What did we learn from the Italian GP?
Well we (finally) got to hear (from the
horse’s mouth) that Michael Schumacher is to retire at the
end of the year, but we also learned that he is to go into
(if it were Thailand) an “inactive post” with Ferrari. This
is actually nothing new, think back to Rudi Caracciola (pre
WWII) and Juan Manuel Fangio who both received a new
Mercedes every year to be ‘ambassadors’ for Mercedes (Fangio
also opened a Mercedes dealership). Consider this, a new
‘Michael Schumacher Ferrari’ dealership that could sell
Ferraris with a special autographed ‘Michael Schumacher
World Champion’ badge will make money before the doors even
open, so register the business name now and sell out for a
large profit January 1, 2007.
With all the brouhaha about Michael’s retirement and Kimi
(laughing boy) Raikkonen going to Ferrari, it seems most
people overlooked the fact that Robert Kubica (pronounced
“Koobitsa” by the way) came third on his third GP, having
held off some very experienced runners all the way,
including current World Champion Alonso. Forget about the
first Polish driver etc., etc., just concentrate on the fact
that a novice from any country has come third on his third
GP ever. He also scored the fourth fastest lap after
Michael, Kimi and Massa (and that was faster than Alonso),
and outdrove his much more experienced team mate Heidfeld.
Kubica was chosen by BMW’s Dr. Mario Theissen, after I
believe they managed to get the crowbar under Jacques
Villeneuve. Kubica has a great future. BMW have now managed
to claim two podiums this year, which is more than Williams
F1, BMW’s previous bed partners.
Kimi signed the contract before the US GP it is now being
said, so what will he do between now and the new 2007
season? I can understand his wishing to be seen to be able
to challenge Schumacher on Ferrari’s home turf last weekend,
but will he get in the way of the Alonso-Schumacher world
title battle for the last three races? Kimi may have no
personality, but he (or his manager) is not dumb. With his
three year multi-million dollar Ferrari contract in his
pocket, is Kimi going to upset the Ferrari party? What do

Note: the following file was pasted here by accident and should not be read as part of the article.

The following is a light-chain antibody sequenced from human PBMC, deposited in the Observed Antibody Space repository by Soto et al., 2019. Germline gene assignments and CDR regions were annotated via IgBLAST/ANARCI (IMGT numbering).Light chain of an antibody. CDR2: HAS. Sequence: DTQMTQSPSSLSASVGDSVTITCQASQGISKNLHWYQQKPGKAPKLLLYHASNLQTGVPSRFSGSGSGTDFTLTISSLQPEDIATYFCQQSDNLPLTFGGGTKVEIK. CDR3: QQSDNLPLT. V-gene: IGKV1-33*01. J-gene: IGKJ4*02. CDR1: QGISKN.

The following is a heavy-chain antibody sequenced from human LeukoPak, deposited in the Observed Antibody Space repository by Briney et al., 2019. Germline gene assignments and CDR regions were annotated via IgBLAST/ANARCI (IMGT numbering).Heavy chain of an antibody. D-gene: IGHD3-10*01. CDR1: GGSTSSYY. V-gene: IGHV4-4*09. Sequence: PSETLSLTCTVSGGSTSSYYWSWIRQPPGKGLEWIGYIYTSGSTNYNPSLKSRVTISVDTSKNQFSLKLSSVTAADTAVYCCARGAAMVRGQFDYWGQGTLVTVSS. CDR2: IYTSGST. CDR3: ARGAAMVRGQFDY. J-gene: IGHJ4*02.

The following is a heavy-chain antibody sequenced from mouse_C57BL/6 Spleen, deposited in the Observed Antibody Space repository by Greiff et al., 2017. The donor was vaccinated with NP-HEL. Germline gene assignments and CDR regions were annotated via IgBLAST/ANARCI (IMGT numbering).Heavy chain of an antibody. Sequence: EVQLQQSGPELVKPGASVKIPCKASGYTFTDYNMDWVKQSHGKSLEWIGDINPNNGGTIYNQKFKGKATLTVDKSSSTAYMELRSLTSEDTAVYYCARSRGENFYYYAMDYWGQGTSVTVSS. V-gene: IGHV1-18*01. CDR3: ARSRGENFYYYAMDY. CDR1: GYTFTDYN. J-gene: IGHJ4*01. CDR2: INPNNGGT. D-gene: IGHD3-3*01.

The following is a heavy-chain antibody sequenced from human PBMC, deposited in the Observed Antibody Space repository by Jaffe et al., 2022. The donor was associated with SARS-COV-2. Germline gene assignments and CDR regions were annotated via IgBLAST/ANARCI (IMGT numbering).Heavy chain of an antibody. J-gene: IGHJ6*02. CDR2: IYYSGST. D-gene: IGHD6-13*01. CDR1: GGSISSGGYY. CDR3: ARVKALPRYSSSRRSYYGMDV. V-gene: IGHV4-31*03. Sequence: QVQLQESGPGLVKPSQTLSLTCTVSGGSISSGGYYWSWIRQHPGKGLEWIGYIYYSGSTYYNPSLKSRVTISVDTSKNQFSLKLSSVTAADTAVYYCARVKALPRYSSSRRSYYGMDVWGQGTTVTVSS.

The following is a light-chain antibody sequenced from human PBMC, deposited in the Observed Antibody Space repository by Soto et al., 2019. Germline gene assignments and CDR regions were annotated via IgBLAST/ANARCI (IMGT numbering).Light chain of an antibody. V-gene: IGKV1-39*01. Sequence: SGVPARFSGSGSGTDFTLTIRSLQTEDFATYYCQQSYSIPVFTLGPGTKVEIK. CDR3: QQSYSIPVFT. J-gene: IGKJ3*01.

What else did we learn from the Italian GP? Well, to me it
looks as if David Coulthard has gone into a deep depression.
From the start of the season when he was getting right into
the top half of the field, he is now struggling to stay in
front of the “B” team of Squadro Roro Tossa. Let us hope
that the new Red Bull car, designed by Adrian Newey, will
get DC fired up again. Perhaps his new 2007 team mate Mark
Webber will also give him someone to catch.
Finally, does Bernie Ecclestone have a “Detonate” button
that he can use to bring the results closer than otherwise?
Ferrari could not have asked for more when Alonso’s engine
went kaboom, bringing the difference in the points to two,
and thank you Bernie. That is Alonso’s first kaboom in
almost three years, by the way.
So now, roll on the Chinese GP on October 1. By the way,
please note that the race will start at 1 p.m. Thai time, so
check your local TV feed.
Last week I asked which British car company began as a
piston manufacturer? The answer was Alvis which started life
as Alloy Pistons Limited, a fact that was brought to my
attention by George Comino, lately of Pattaya, but now back
in Australia. Never mind George, they’ll let you come back
for good behavior! Poor Alvis got swallowed up by Rover in
1965 and was killed by them two years later!
So to this week. There is a hill climb course in England
whose name was incorporated into a car company. By reversing
the names of the founder and the hill climb, you get the
name of the car make, which is still going today (and in
fact, if you have deep enough pockets, you can buy it). What
is the name of the hill climb? Clue, the founder sold the
company to two gentlemen called Renwick and Bertelli in
For the Automania FREE beer this week, be the first correct
answer to email firstname.lastname@example.org
Chairman of Geely to speak at China conference
If you haven’t heard of Geely Automobile Holdings, then you
haven’t been reading the right newspapers. Geely’s chairman,
Li Shufu, the Chinese entrepreneur, will address the third
annual China Conference hosted by Automotive News and
Automotive News Europe.
The reason why Li is so important in the Chinese automotive
scene (which will have taken over the world by 2015,
according to my crystal ball) is that Li was China’s first
private automaker. In the mid-1990s, when he decided to
start an auto company, neither the government nor the
country’s banks would help Li in his aim. He finally got a
license in 1997 by acquiring a dying state-owned company.
Now Geely is working with top overseas suppliers to develop
cars for export, and is gearing up Geely Automobile Holdings
Group to sell cars in the United States, as well as in Asia.
Another top speaker at the China Conference will be Phil
Murtaugh, former head of General Motors’ China operations.
Murtaugh was hired this summer as executive vice president
of SAIC Motor Corp. to manage the Shanghai-based automaker’s
overseas operations. SAIC bought MG, remember!
The November 15-18 conference takes place just before the
Beijing auto show. Speakers will discuss issues facing